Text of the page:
"We understand, first, that this was a crime against humanity, a genocide against the Lunda people and, by the way, the MPLA [Popular Movement for the Liberation of Angola] is a party that never knew how to dialogue, never knew how to negotiate and the case of the Lundas is no exception", said this Wednesday the activist Geraldo Dala, in declarations to the Lusa.
For the activist, a member of the so-called Contentious Civil Society, the "MPLA took advantage" of incidents in the region of Cafunfo, Lunda Norte province, eastern Angola, "to spread terror and instill fear in that population in the sense that they cannot claim their rights.
According to the police, some 300 people linked to the Portuguese Protectorate Movement Lunda Tchokwe (MPPLT), which for years has defended the autonomy of that region rich in mineral resources, tried to invade a police station on Saturday and in defense the forces of order and security mortally struck six people.
The police version is contradicted by MPPLT leaders, political parties in the opposition and local civil society that speak of more than a dozen deaths.
Geraldo Dala, who was speaking this Wednesday during a press conference announcing a demonstration, scheduled for Thursday in Luanda, "against the 45 years of governance of the MPLA", defended "political and administrative autonomy as a solution for the Lunda people.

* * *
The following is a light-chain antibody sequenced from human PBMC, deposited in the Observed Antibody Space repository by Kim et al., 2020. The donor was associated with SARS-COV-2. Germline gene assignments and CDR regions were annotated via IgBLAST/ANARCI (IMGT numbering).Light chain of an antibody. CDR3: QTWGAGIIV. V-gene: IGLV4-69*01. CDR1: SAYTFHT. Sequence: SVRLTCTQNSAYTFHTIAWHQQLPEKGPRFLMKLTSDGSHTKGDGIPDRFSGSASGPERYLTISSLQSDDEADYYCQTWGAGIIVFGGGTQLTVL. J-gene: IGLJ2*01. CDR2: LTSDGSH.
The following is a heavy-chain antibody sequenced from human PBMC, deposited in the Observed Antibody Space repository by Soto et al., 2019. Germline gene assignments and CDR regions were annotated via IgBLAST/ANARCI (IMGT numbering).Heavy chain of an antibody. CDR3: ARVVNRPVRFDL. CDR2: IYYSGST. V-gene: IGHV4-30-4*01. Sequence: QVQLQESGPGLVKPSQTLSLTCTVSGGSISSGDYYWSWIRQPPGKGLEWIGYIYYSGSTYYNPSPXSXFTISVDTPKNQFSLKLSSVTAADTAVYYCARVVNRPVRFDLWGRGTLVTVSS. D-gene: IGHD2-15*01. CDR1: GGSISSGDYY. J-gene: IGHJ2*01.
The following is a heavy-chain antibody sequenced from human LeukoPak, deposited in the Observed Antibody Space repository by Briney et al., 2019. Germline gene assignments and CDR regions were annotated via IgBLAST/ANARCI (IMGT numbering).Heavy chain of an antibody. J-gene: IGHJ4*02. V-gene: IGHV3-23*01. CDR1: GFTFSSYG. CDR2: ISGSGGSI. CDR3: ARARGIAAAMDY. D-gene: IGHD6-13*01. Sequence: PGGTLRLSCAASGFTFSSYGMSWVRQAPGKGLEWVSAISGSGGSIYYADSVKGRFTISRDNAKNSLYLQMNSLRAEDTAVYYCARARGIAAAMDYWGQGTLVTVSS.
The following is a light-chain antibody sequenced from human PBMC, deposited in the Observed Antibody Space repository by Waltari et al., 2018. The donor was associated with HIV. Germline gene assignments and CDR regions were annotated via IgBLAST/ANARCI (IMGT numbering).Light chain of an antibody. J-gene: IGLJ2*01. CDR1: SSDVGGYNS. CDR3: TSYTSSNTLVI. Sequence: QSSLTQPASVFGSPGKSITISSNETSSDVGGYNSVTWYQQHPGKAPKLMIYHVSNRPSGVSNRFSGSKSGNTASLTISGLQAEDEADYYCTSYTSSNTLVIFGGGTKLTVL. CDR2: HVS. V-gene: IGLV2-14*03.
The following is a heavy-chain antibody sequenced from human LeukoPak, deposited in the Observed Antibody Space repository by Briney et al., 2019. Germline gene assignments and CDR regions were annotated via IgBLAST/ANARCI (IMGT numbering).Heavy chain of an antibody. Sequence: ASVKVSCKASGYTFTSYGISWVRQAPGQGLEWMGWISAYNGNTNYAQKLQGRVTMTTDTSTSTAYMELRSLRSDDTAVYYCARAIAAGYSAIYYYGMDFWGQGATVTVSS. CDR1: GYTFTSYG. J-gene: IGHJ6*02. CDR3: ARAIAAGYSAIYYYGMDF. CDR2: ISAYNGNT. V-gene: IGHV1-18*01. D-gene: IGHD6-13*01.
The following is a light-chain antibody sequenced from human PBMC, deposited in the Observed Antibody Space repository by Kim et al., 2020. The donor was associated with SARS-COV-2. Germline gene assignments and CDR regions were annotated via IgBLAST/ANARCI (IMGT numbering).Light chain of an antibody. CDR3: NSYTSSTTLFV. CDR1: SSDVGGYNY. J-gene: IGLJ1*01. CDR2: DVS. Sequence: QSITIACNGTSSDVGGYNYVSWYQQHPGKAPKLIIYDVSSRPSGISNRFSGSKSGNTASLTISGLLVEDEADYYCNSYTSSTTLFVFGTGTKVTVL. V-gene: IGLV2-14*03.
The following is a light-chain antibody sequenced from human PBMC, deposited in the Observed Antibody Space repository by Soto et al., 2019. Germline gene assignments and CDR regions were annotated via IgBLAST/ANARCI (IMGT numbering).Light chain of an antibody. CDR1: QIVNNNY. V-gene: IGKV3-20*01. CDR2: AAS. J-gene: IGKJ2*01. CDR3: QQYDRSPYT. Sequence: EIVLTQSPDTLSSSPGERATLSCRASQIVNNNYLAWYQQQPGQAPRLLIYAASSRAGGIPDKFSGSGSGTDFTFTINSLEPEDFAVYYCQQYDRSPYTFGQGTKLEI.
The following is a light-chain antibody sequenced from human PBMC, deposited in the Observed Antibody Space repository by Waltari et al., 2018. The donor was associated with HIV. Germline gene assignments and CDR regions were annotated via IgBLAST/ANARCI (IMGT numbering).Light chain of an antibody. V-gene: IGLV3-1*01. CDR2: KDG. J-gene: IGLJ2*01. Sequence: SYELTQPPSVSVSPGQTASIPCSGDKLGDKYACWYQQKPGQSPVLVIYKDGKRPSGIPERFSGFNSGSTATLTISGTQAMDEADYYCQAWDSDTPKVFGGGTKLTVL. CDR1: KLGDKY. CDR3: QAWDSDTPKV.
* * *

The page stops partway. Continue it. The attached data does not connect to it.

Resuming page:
"It does not necessarily mean breaking up the Angolan territory, but that would be (political and administrative autonomy) one of the ways to solve this situation and also for the case of Cabinda," he stressed.
For his part, the activist Solomon Mpanzu also "repudiated the police action" against the demonstrators in Cafunfo, stating that the Constitution "prohibits the death penalty and at no time allows any citizen to take the life of another.
According to the activist, who spoke on the sidelines of the press conference, the events in Cafunfo translate into an "aggression against the Angolan Constitution and is an act that demonstrates that we do not yet live in a country with national unity.
"In a country where we must express our ideas, we are still living here principles that demonstrate that the MPLA's communist socialism is not over yet, because the one who thinks differently in Angola is seen as an animal and an enemy of peace", he said.
Solomon Mpanzu also said that the demonstration scheduled for this Thursday, February 4, a national holiday in the country, "will also reserve a moment to honor the brothers killed in Lunda Norte".
"That is why tomorrow [Thursday] we will all wear black in honor of those who were killed in the name of freedom and social justice. We condemn the act and ask the President of the Republic, João Lourenço, to pronounce himself on it," he concluded.